Two STAR-K Kashrus Training Seminars Draw Participants from Toronto to Deerfield Beach

Baltimore, MD – July 27, 2015 – If you place food on a crock pot that is on a timer for Shabbos, is it considered bishul Yisroel? Beyond the food, what obligations does a Kashrus agency have in a facility, e.g., the attire of the wait staff, the type of entertainment and music played, etc.? What is the criterion for Kashrus agencies to decide whether or not to certify an establishment that has just lost its certification?

The answers to these intriguing questions and more were shared by STAR-K Rabbinic Administrator HaRav Moshe Heinemann, shlita, at the 12th Annual STAR-K Kashrus Training Program, held July 13-16, and its back-to-back annual Food Service Kashrus Training Seminar, held July 20-22, in STAR-K’s Baltimore, Maryland, offices.  The former was coordinated by STAR-K Kashrus Administrator Rabbi Zvi Goldberg; the latter, by STAR-K Kashrus Administrator Rabbi Sholom Tendler.  In addition to lectures such as: Administrative Issues; Appliances; Food Service Hashgocho; Vegetable Checking; Fish; Cheese, Milk and Cholov Yisroel; the Beverage Industry; and Beer, Wine, and Liquor, both seminars featured field trips to the largest kosher supermarket in the country—Seven Mile Market. STAR-K Kashrus administrators also led tours of a candy factory, caterer, slaughterhouse, restaurants, and hotel kitchens, including the designated STAR-K certified kosher kitchen of the Hyatt Regency Baltimore.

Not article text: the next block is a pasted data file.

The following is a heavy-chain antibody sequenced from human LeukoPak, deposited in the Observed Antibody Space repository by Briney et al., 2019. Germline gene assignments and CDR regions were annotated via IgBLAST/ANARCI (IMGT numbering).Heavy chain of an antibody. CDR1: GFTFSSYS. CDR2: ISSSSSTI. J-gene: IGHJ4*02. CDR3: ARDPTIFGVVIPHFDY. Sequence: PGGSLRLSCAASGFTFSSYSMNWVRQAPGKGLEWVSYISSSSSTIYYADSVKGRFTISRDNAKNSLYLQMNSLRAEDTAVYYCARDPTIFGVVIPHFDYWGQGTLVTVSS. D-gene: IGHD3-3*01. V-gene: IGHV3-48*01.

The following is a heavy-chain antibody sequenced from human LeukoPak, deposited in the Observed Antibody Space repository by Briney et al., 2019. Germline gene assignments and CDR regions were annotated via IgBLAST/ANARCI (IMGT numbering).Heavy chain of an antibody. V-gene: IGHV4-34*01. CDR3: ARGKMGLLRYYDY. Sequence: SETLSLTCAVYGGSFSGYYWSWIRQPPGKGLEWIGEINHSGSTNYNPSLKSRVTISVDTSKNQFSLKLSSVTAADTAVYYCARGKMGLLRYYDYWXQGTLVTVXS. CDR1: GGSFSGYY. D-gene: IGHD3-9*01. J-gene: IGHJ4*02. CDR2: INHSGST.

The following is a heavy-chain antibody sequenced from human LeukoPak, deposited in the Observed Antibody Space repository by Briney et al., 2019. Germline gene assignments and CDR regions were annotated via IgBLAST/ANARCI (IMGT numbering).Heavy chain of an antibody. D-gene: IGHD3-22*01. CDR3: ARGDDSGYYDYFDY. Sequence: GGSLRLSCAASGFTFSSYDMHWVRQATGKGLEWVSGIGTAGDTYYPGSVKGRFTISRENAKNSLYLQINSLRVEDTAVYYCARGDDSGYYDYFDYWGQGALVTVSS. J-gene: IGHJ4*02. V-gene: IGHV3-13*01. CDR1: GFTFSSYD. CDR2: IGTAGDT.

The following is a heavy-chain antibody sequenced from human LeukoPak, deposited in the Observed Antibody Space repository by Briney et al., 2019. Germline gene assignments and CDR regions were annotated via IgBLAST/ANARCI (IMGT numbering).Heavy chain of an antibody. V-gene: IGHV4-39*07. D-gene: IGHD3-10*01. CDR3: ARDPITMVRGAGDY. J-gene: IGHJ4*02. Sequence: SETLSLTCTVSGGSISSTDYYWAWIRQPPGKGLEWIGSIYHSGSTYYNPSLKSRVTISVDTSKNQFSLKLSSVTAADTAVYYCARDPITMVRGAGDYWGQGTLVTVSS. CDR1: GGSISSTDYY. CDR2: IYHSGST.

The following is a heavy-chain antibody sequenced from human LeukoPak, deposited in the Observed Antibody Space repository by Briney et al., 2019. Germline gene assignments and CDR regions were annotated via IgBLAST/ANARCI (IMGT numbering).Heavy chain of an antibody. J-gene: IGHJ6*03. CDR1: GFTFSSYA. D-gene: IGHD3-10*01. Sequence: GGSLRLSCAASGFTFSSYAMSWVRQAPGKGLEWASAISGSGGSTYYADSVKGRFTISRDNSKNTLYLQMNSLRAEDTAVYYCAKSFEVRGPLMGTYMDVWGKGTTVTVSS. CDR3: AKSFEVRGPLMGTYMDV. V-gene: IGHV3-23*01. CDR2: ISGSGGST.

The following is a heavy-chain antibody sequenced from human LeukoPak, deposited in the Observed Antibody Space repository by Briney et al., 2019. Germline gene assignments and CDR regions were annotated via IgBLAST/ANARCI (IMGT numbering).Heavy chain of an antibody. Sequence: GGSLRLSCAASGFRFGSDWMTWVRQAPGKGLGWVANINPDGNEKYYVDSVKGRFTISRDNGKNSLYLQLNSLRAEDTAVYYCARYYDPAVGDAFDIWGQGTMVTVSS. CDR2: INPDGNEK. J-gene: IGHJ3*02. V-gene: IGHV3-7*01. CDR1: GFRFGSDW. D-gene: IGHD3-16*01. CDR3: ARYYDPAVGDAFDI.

Both seminars received rave reviews from the participants. Rabbi Chaim Dovid Kulik, the Rav of Kehillas Sho’avei  Mayim, who also teaches in Teferes  Bais Yaakov High School and is a member of the Rabbinical Vaad Hakashruth of The Kashruth Council of Canada (COR), in Toronto, shared, “I signed up for the Kashrus Training Program to get a little bit more knowledge about what’s behind kashrus and it was, in fact, fascinating. I know a lot more going out than coming in! The STAR-K is very impressive. You see how much goes in—a lot more than seeing the STAR-K on the package. It’s a pity a lot of people don’t understand what goes deep into kashrus. I’d like to get the message across to some people out there who have things to say, and now I have a little bit more ammunition to answer. ”

Rabbi Dr. Yoel Erblich, a psychologist from Elizabeth, New Jersey, attended the program because he is interested in potentially starting a community in a small neighborhood.  “[It was] the idea of being able to take all the Yorah Deah that was learned and then seeing it laid out,” said Rabbi Dr. Erblich. “I wish I could stay longer. I felt like every time one of the Rabbanim spoke, I wanted another hour of their time to hear even more, because there was just so much and it was so amazing.  I definitely got a feel, first hand, about STAR-K’s dedication, integrity, and yashrus in trying to figure out how to do the best you can to do something the right way. It’s nice to see that and it’s inspiring.”

Kollel fellows attended the Kashrus Training Program, as well. Rabbi Shmuel Nadoff, a kollel yungerman in Beth Medrash Gevoha in Lakewood, New Jersey, said. “I enjoyed the seminar immensely and wish it would have been longer. I hope to use all the things I have learned as background knowledge in kashrus for my own life and for the necessary training for a kashrus position. My impression of STAR-K is that it is a very organized and transparent organization; the warmth and openness that they show is appreciated by all.” Rabbi Michoel Alt, a member of the Columbus Community Kollel, attended because he will be involved in the local Vaad this coming year. “There was a lot of application of halacha that I learned; I know Rabbi Kurcfeld’s tips and advice from his years of experience will be very, very practical for me,” notes Rabbi Alt.